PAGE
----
* O is for Oppositional defiant disorder

As a longtime teacher of kids with emotional and behavior disabilities, I did see my share of students with a clinical diagnosis of ODD.  Oppositional Defiant Disorder is more than crankiness or ‘tude.  It is characterized by at least 6 months of a frequent and persistent pattern of anger, irritability, arguing, defiance or vindictiveness toward others.

ODDI found that these kids usually struggled with ADHD as well.  More than that, their parents were harsh and inconsistent, often neglectful and abusive.  Many of the parents were at least as oppositional as their kids, and occasionally, both kids and parents were acting out at school.  And with relatives. And in the neighborhood.  And with the law.  These families were frequently shattered and poor, with substance abuse issues and limited education.

Genetic or environmental?  Both probably.  It didn’t really matter.  I was occasionally successful in forming alliances with parents to improve their responses to kids, but mostly that was a wash.  Instead, I focused on my relationship with these kids.  What did I do?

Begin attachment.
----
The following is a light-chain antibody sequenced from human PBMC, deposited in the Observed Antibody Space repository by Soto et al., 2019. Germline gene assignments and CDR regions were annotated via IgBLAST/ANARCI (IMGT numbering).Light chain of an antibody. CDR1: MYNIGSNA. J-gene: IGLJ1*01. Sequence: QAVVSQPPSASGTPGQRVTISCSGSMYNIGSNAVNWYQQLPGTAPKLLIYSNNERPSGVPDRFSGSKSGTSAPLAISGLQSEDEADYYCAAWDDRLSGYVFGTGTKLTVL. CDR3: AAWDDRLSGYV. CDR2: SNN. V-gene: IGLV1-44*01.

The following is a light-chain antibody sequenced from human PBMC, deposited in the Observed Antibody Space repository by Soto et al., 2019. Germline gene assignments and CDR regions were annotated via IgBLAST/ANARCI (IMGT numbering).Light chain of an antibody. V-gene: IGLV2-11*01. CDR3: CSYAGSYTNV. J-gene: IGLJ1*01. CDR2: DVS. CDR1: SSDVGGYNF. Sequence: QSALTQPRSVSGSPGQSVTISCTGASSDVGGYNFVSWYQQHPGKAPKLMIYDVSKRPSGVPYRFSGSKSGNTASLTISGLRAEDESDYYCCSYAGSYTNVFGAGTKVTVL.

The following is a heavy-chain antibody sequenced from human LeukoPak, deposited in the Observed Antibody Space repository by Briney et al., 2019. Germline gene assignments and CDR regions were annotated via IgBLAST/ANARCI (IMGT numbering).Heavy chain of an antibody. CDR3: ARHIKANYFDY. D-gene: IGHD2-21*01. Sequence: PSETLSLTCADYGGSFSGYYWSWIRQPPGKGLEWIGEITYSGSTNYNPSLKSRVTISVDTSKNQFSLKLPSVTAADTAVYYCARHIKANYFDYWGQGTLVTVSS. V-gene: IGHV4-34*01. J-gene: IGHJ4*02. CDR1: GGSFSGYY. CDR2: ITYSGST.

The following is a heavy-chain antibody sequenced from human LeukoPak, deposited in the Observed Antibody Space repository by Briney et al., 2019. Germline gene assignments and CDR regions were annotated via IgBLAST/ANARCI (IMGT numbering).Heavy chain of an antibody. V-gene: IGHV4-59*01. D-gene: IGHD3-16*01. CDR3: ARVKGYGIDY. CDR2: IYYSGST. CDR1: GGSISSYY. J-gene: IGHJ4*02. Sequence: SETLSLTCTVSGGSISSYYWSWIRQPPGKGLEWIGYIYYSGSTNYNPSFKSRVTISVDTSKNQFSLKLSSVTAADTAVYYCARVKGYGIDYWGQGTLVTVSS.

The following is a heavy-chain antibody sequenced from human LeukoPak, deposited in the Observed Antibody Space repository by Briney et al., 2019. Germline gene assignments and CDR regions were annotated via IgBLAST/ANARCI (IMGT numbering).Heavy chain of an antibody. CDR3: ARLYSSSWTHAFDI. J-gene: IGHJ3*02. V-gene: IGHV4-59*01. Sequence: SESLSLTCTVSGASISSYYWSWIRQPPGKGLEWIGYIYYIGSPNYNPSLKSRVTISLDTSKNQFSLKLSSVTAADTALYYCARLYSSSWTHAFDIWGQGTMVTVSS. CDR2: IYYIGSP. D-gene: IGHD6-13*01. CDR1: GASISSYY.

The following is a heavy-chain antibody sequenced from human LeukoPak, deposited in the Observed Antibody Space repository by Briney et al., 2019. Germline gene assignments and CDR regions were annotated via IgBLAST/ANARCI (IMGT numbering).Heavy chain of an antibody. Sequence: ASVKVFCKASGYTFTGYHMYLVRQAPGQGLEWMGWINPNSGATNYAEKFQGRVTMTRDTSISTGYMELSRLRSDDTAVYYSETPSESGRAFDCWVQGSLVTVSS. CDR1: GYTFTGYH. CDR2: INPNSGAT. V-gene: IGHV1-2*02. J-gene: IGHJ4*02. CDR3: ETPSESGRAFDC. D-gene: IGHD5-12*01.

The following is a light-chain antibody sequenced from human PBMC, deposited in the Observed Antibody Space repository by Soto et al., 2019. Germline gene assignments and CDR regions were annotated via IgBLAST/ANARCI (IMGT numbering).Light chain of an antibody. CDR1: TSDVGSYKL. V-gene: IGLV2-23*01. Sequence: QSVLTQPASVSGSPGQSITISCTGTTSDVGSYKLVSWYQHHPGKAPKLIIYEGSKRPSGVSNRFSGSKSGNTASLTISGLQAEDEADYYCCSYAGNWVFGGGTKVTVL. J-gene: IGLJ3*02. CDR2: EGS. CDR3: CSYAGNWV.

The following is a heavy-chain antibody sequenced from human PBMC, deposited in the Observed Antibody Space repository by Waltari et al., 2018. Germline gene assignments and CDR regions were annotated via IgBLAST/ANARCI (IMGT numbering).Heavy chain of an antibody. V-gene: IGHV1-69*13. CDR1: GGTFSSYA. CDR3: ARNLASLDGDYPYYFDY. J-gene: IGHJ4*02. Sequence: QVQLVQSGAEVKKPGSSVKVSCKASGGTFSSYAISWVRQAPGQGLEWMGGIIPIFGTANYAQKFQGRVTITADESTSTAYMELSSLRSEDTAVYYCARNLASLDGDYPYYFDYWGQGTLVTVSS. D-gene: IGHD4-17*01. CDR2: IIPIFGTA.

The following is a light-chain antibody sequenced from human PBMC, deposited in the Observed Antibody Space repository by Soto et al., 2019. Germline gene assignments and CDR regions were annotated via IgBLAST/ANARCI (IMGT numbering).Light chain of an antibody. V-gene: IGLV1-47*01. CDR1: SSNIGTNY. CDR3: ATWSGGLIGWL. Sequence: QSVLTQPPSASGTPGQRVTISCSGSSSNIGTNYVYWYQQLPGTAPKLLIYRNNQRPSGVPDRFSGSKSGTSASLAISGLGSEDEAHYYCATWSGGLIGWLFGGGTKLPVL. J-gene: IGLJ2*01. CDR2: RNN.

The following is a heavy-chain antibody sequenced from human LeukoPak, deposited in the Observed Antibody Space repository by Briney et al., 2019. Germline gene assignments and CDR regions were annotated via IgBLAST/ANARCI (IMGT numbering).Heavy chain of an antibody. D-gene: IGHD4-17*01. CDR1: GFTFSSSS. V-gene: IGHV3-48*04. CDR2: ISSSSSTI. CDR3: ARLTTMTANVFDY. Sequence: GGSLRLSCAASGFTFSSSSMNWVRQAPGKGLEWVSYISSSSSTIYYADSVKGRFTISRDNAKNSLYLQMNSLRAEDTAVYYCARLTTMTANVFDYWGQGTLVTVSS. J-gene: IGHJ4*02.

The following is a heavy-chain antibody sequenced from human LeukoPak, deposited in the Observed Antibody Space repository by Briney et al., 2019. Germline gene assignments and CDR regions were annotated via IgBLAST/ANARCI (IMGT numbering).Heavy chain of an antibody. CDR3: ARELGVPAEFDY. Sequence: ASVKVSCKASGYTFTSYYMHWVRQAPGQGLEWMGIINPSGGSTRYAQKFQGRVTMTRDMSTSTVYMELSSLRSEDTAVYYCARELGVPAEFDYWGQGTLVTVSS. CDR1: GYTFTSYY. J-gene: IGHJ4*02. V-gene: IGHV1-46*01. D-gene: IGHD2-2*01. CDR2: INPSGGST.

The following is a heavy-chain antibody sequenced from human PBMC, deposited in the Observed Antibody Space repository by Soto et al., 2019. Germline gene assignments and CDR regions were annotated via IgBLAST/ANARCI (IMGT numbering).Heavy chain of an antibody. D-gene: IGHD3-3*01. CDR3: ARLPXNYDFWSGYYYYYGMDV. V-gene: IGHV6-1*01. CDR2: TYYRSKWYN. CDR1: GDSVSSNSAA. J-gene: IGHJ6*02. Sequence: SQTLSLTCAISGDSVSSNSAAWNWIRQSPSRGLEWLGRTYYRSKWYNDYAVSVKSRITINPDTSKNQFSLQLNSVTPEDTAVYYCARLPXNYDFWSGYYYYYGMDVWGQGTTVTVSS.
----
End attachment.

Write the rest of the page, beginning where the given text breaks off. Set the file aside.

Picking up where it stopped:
• Set clear and consistent boundaries and expectations.  My classroom management system was overloaded with positives and a predictable, calm response to misbehavior.  It cost me a small fortune to keep my classroom “store” stocked with goodies; I also spent a lot of time with kids out of school in mentoring relationships.
  • Created powerfully engaging projects, an abundance of field trips, and a classroom of pets (those were the days before school boards outlawed critters in classes).  I also encouraged kids to participate in woodworking and other projects from which they would normally be excluded.  What?  Give these kids a saw?  Oh yes.  And take them everywhere, publicly?  Yes!  I wanted them to empower them, to help them become fearless without hurting others.
  • Taught social skills all the time and enlisted kids from other classrooms to serve as buddies.

Was I successful?  A lot of the time.  By the time they were aging out of my class, they usually looked terrific at school.  Unfortunately, leaving my class was traumatic for those who had become especially close to me and my assistants.  The kids were still living in those desperate environments.  They had been slow to trust me and now had to start afresh with new teachers.  Some of these kiddos still stay in touch with me and have started their own, more successful families.  Some are in jail.  I loved each one of those kids except the one I thought was on his way to becoming a serial killer.  And that’s another story altogether.

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